Mauritanians upset with the way authorities are handling the latest census are taking to the streets in violent demonstrations.

By Bakari Guèye for Magharebia in Nouakchott – 03/10/11

The southern Mauritanian city of Kaedi erupted into violence late last month as young protesters from the “Don’t Touch My Nationality” movement clashed with security forces over the country’s census.

“The damage is enormous,” according to Hassan Baradji, a prominent Kaedi resident. “Public and private buildings such as the palace of justice, the head offices of the transport federation, the census office and the market have been ransacked and burned.”

The violence began in town along the Senegalese border on September 24th, with rioters saying they feared being treated as second class citizens as a result of the census. Kaedi’s Director of Security was dismissed from his post following the riots. Clashes were also later reported in Nouakchott, resulting in 56 arrests as of Friday (September 30th), according to AFP.

Police tried to restore calm in Kaedi by negotiating with the Don’t Touch My Nationality movement. Group co-ordinator Wane Abould Birane said that the movement was launched “following the wholesale rejection by the enrollment committees of a significant body of Mauritanian Negroes marginalized by an oppressive system which has always been ready to exclude the Mauritanian Negro”.

“The movement was launched on the social networks by young Negro-Mauritanian white-collar workers from various backgrounds,” he said. “The census committees have been humiliating Black African citizens, acting as judge and jury, even putting the nationality of a Bal, Fall, Traore or Sarr to the vote.”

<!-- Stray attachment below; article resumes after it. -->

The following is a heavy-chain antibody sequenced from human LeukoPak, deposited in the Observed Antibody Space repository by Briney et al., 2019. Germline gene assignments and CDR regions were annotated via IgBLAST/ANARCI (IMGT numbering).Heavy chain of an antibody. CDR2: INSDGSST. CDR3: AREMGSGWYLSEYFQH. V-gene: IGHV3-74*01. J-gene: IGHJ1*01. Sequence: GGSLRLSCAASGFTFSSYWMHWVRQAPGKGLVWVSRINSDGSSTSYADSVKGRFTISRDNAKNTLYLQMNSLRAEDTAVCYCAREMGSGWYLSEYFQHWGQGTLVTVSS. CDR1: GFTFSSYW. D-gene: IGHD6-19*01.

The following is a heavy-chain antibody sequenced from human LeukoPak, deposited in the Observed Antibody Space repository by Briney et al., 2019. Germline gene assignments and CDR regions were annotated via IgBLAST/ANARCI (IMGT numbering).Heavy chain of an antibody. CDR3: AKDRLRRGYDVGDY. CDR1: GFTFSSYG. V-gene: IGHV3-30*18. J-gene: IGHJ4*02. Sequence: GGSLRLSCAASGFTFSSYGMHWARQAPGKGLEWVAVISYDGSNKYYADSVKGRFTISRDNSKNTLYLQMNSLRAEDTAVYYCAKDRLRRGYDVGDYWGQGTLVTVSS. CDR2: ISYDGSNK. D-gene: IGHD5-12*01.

The co-ordinator cited the example of one person who was asked to recite a particular verse from the Qur’an while “another had to prove his Mauritanian credentials by recognizing a key figure from presidential circles or by speaking in the Hassania language”.

Mauritanian Interior Minister Mohamed Ould Bolil met with leaders of the movement following the riots but the clashes continued to spread, reaching the town of Maghama, where one person was killed on September 27th.

The Mauritanian Parliament took up the issue at the opening of its September 25th session. “The biggest threat to national cohesion at this time is the census currently under way,” said National Assembly President Messaoud Ould Boulkheir. He urged authorities to review the census program while at the same time calling for citizens to “return to peace and dialogue in order to resolve all national problems”.

“The waves made by the current census are due to a manifest lack of information,” according to Senate President Bâ M’Baré. He said the census would involve all Mauritanians. “The operation to enroll all Mauritanians will take as long as it takes. No son of this country will be left at the roadside,” he added.

Mauritania’s main opposition party, the Rally of Democratic Forces (RFD), blamed the violence on “authorities’ repression of a demonstration”, adding that the party condemned “all forms of repression against peaceful demonstrations which are provided for in the Constitution”.

Source: Magharebia.